For most of my childhood, 2001 was mythologized as the coming of the future. Ironically, in the music world 2001 was the year of revivals and revisions, hybrids and new juxtapositions. With our ever-tightening circles of culture, this may be what the future actually is: certain moments from the past recontextualized with new energy and vision.
THE RETURN OF THE ’80S
Within the last year we’ve seen a return to the ’80s. The decade’s influence is everywhere, from teen movies to the re-emergence of New Wave. Today’s generation looks back on the past, not with sentimentality but with an idea of picking up threads of unfinished ideas, taking concepts that were ruined by the commercial concerns of the time and revitalizing them into new contexts. This is the greatest issue of today: revival or revision?
In the ’90s, people may have found the revision of the past combined with the future a bit confusing, but in 2001 audiences met this music with open arms. Finally the crossbreeding of techno, punk and New Wave bore fruit, and the world was happy to have personality return to techno. For the critically acclaimed re-emergence of this sound (Fischerspooner, Felix the Housecat’s latest CD), Adult. was clearly the leader. From the band’s cover of “Me & My Rhythm Box” from the 1981 cult classic Liquid Sky (released on Schematic’s Odd Job Discrimination EP) to its floor-filling Carl Craig remix of “Hand to Phone” (released on clone), to their self-released CD, Resuscitation, on Ersatz Audio, 2001 was clearly Adult.’s year. Not to mention the capacity show at the Magic Stick this summer with Oval or its top-notch performance at the Disco Nouveau release party.
Another tangent of the ’80s return came through some unlikely suspects from New Jersey called Metro Area (Darshan Jesrani & Morgan Geist, pictured). The group is influenced by the sound of Kenny Dixon Jr. and Theo Parrish with its pristine down-tempo beats, and combines that with the sound of early-’80s club music, with all its kitsch and flair. Think D-Train reborn through the mind of Dan Bell — unlikely, but nonetheless stunning and trend-setting. Its label, Environ, helped bring about some of the best from this sound, the sleazy, sweaty style of Balihu’s Daniel Wang and the easy glide of the Metro Area records. Some of the highlights this year include Morgan Geist’s “Super” 12-inch and the Metro Area performance at the 7th City party during the DEMF. A Metro Area full CD is expected sometime in 2002.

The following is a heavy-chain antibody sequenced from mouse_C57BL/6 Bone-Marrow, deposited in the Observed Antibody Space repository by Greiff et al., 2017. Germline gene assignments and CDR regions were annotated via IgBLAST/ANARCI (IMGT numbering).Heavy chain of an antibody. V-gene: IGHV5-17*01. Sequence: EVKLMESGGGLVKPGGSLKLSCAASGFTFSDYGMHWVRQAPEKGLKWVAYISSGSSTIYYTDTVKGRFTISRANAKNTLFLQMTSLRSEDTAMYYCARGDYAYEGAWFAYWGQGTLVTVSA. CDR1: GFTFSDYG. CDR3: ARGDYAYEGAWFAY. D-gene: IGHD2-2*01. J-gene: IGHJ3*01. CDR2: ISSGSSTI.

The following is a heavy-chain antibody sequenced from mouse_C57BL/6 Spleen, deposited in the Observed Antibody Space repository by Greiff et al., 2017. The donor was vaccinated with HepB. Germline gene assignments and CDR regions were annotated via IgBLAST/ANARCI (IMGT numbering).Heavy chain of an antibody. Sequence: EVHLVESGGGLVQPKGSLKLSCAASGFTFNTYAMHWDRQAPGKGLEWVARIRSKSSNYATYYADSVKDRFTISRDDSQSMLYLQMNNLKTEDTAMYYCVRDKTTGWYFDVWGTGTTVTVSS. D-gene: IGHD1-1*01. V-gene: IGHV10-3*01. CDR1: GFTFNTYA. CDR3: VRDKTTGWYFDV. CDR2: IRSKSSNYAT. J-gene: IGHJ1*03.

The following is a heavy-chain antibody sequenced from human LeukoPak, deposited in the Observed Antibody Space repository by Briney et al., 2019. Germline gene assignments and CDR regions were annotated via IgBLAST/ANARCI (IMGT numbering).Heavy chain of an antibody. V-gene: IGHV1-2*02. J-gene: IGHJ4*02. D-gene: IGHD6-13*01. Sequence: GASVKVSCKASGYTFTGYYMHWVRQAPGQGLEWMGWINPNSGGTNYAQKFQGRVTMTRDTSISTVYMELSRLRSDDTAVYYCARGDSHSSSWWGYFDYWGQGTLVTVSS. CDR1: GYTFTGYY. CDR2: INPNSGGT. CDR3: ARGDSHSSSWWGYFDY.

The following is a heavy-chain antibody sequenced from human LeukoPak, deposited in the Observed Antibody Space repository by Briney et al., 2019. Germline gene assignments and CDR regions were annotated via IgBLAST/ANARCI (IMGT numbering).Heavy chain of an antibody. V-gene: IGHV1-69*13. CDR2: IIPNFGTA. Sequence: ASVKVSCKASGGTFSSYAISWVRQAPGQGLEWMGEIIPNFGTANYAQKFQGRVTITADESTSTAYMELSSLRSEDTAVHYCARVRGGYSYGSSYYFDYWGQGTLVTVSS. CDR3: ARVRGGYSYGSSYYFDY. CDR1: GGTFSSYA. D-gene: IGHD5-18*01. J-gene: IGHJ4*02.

The first DEMF was unbelievable. It was a homecoming for many who have made this music their life, and a beacon of hope that something as huge as “Love Parade” or “Sonar” could happen here. It had a level of quality and recognition of Detroit talent that the world had never seen — and with something around 1,000,000 people. Yet when 2001 came around, not content with its glowing global image, the DEMF semi-imploded with the untimely firing of co-founder Carl Craig and, for the fans, the deflating of much of the spirit of this festival. This sparked a spontaneous grassroots movement defending Craig, giving a resistance feeling to the festival. Still, the DEMF endured, with highlights ranging from Autechre filling the underground stage past capacity to Inner City closing the main stage with another capacity crowd.
This year also saw the beginning of the after-party boom, with highlights ranging from Dopplereffekt live to the Underground Resistance party and the Planet E party with a line around the block. No news on any of the lawsuits against Pop Culture Media as of now, or on the future of the fest.
CYCLES OF CULTURE
Months before George Harrison passed, the sitar and the tabla had already been reborn in pop music via Timbaland and Missy Elliot’s groundbreaking anthem “Get U R Freak On,” proving Timbaland to be perhaps pop music’s most adventurous producer. Also noted with great irony, as our nation erupted with racial paranoia, Timbaland had Arabic music coming out everyone’s radios and trunks via Bubba Sparx’s “Ugly.” And with the Neptunes having produced the latest Britney Spears (“I’m A Slave 4 U”), pop music is getting even more bizarre. Perhaps 2002 will bring us closer to the brink of insanity or maybe even closer to that mythological future.E-mail Pitch'd at firstname.lastname@example.org
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